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Author Topic: AA-filtering CCD and CMOS  (Read 19857 times)
Slough
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« Reply #120 on: October 16, 2009, 04:05:44 AM »
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Quote from: ejmartin
Speaking as a scientist, that's bullshit  

The test Erik proposes would be, "how do cameras B and C compare when their RAW data are subjected to identical manipulations", not "how do cameras B and C compare when treated in uncontrolled different ways?" as you seem to prefer.   If the converter is a potential source of bias, then it is better to use a family of converters on each camera to eliminate that bias, so long as it is known that any converter used applies the same process to any given RAW file.  However, since only dcraw is open source, that's hard to verify for any other converter.  RAW conversion is not a black art, which needs sympathetic vibes between conversion algorithm and camera.

Depends. If you are trying to analyse something inherent in each camera, then yes use the same RAW converter. That way you minimise the number of different variables. But if you want an answer that applies to the real world, such as "Which camera is capable of the best resolution and lowest artifacts", then choose the optimal RAW converter for each. After all, when someone buys camera A, will the clouds part to reveal an elderly gentleman who goes on to say in a deep voice "Though shalt only use converter X with that camera, as should have been decreed by Moses, but he missed that one off his list due to a poor retention span and forgetting to make notes, even though I warned him 11 commandments was an awful lot to remember, what with the excitement of meeting his God for the first time, oh well, now where was I, oh yes, I must get back to that game of mah jong with Beelzebub".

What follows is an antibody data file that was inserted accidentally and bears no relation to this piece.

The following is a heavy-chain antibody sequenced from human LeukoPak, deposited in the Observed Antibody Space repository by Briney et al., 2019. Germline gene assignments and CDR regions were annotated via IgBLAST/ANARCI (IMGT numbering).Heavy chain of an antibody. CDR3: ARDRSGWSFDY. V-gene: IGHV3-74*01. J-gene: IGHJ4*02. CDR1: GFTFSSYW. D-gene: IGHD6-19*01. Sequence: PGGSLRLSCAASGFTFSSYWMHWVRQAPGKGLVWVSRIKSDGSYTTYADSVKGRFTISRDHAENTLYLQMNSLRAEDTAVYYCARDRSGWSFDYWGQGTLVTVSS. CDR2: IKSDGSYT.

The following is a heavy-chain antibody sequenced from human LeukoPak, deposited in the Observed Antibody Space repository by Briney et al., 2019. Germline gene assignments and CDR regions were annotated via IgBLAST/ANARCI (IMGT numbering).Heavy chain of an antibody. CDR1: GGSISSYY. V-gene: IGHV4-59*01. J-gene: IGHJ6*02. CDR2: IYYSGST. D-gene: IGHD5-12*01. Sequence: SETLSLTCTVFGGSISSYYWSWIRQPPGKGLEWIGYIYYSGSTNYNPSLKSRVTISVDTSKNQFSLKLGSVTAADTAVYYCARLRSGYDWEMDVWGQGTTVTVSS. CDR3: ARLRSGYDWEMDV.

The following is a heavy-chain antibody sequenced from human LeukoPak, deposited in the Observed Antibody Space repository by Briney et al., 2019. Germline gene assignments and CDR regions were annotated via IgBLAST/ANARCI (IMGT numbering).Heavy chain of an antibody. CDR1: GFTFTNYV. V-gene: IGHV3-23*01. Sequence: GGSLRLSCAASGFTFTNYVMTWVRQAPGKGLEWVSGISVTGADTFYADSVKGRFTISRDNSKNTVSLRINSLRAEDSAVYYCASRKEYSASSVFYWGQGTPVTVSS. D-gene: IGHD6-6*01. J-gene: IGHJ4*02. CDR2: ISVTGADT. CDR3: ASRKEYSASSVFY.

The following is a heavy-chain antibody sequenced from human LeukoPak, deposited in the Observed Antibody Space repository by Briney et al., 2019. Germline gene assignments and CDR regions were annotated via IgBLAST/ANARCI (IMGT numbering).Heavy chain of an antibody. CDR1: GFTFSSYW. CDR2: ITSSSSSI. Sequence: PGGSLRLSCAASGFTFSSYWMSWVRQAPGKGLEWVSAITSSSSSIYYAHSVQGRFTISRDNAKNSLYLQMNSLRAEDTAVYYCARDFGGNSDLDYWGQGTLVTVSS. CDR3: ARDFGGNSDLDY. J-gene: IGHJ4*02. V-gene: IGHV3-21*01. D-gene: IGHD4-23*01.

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bjanes
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« Reply #121 on: October 16, 2009, 07:54:40 AM »
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Quote from: telyt
Would you compare an E-6 film and a C-41 film using XTol as a developer, and then conclude anything meaningful about the films' performance?

The problem with the test Eric proposes is that different camera systems require different manipulations to get the most out of the system.  different color profiles, and different capture sharpening for example.  What's the purpose of the test?  It it to compare camera systems?  if so limiting the test to a single converter provides only scanty information, and unfortunately the unscientific voices on the internet (and there are a few of these   ) don't recognize the difference between a test limited to a single converter and a comprehensive test.

An uncontrolled test, BTW, would involve applying random converters to equally random cameras' files.  You have mis-represented my position.  What I'm suggesting is that in order to compare optimum performance of two or more camera systems, optimize each system first then compare, otherwise the test's conclusion will more than likely be erroneous.

Doug,

Have you actually used your extended optimization procedure for any two or more cameras with systematic manipulation of the raw converter settings for each of multiple raw converters? If so, I'm surprised that you have time to participate in this thread. As you know, raw converters usually have defaults that differ for each individual camera, and these may not be optimum for the given camera. Controlling all these variables would be a daunting task and you would still have uncontrolled variables. We are discussing aliasing, and the lens is an important factor: if the lens can't resolve above Nyquist, there will be no aliasing. What is the optimum f/stop for each lens? Do you use the same lens for all cameras? Some raw converters correct lens aberrations for their brand of camera with certain of their lenses. Sharpening is also critical, since cameras with blur filters require more sharpening than cameras lacking them. Different raw converters have different sharpening.